The first visit is a joint annual check up for an Anabaptist couple in their 70s. We start with a routine health check and filling out a Medicare annual form ($35 in extra revenue) that asks how long it takes the patient to “get up and go” (should be under 20 seconds to rise from sitting, walk 10 feet, turn around and sit back down), domestic violence screening, and dementia screening test with Mini-Mental Status Exam (MMSE, including a three-word recall and drawing a clock). The wife asks: “By the way, one more question. Our granddaughter is pregnant and needs a note to take five-minute breaks at Walmart when she gets short of breath. Could you do that?” He was silent for a second. “I cannot confirm or deny that she is a patient of mine or her situation.” The couple laughed, “Oh, Doc. We know she is pregnant, she told us, and we’re ecstatic. Her boyfriend, hopefully fiance, is a great guy and all about her. And by the way, you’re a terrible liar!” Doc Dunker: “If she is a patient, I will reach out to her.” As the old couple leaves, they comment approvingly on the Christian artwork.
We see a 12-year-old girl for eczema. Last visit, Doctor Dunker had ordered a compounded steroid cream. However, Medicaid had rejected the order, even though it is a generic medication. “This can be so frustrating. They reject what I order, but won’t offer an alternative.” He adds, “Finding a medication that Medicaid will pay for is like whack-a-mole.”
Doctor Dunker: “The next patient is quite interesting. Interview the patient when she arrives while I see the roomed patient.” A 37-year-old female former nurse, local but not Anabaptist, presents for a one-month follow-up after discharge from a stroke rehab program. After a routine dental procedure and despite being generally healthy, she contracted subacute bacterial endocarditis (heart valve infection). The infected valve threw clots into her arteries, one to her middle cerebral artery causing a stroke, and one to her left leg causing gangrenous necrosis. Her left leg was amputated above the knee. She was in rehab for a month, with follow-up physical and occupational therapy appointments.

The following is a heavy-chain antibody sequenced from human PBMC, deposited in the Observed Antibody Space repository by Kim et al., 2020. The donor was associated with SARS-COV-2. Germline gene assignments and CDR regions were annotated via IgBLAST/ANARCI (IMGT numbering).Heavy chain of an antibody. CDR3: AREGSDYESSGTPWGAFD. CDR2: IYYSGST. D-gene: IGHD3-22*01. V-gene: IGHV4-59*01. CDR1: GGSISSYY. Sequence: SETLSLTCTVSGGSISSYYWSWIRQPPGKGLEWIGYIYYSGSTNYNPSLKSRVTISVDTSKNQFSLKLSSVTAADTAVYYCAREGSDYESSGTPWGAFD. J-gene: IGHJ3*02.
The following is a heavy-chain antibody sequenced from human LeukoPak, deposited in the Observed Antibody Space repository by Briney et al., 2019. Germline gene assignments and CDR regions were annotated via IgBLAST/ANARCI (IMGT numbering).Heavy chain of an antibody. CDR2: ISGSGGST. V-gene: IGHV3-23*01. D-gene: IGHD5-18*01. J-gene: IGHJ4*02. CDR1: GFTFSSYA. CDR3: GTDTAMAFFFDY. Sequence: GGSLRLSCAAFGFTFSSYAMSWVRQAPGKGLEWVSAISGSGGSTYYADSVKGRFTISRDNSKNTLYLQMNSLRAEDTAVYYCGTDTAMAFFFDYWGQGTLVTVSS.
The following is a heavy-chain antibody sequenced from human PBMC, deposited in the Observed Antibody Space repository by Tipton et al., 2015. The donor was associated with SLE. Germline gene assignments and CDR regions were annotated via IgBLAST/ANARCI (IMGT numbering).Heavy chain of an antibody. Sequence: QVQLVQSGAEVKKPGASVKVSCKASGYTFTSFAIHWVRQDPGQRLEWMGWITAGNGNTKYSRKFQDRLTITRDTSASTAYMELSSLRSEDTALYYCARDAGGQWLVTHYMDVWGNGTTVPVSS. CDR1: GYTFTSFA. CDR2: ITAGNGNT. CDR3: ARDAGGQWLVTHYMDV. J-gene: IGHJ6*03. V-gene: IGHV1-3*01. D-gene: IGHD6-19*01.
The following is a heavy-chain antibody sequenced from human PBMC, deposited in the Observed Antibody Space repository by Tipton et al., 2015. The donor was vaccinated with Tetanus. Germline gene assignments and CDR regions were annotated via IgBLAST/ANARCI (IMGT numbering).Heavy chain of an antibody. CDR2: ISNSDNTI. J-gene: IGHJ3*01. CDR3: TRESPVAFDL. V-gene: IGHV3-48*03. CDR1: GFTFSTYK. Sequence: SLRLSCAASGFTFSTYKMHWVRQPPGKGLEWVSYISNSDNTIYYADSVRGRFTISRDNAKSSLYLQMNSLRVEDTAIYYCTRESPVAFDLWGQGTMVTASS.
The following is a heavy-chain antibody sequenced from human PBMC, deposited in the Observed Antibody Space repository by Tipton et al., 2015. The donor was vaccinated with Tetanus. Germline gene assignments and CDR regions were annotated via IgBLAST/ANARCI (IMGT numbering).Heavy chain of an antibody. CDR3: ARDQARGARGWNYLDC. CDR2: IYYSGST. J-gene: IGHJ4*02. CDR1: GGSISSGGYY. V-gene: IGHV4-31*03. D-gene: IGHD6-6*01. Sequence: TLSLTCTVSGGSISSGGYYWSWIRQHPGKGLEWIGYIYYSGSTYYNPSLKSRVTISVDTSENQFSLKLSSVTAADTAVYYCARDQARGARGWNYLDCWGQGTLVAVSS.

The patient is way out of my league. I don’t know what questions to ask about the post-stroke recovery process. Fortunately, Doctor Dunker knocks on the door. The patient and her husband brighten, “Doc look at this. She attaches her prosthesis to the left lower extremity stump, and walks to the door. “Oh my God. Wait here.” He calls the nurses and front desk staff. “Everyone come here and watch.” People cheer as she walks down the hall.
When the commotion subsides, she explains her challenges going forward. “Insurance won’t pay for any more PT or OT [physical or occupational therapy]. My husband and I have worked too hard to go for the Medicaid spend-down, but we just can’t afford these $150 sessions out of pocket. I wish we had known what we know now. We had only 10 sessions for PT and OT. If we scheduled them back-to-back, they count as one, but we scheduled the first few at separate times so it counted for two seperate uses.” Doc Dunker: “Let me see what I can do.” He calls our care coordinator, who gets her another 10 PT and OT sessions from charity care.
[Editor: when a hospital reports “charity care”, it is at the fictitious list prices that are often 10X what an insurance company would pay. “How Much Uncompensated Care do Doctors Provide?” (NBER, November 2007) concluded that “uncompensated care amounts to only 0.8% of revenues” and that physicians actually were “earning more on uninsured patients than on insured patients with comparable treatments.”]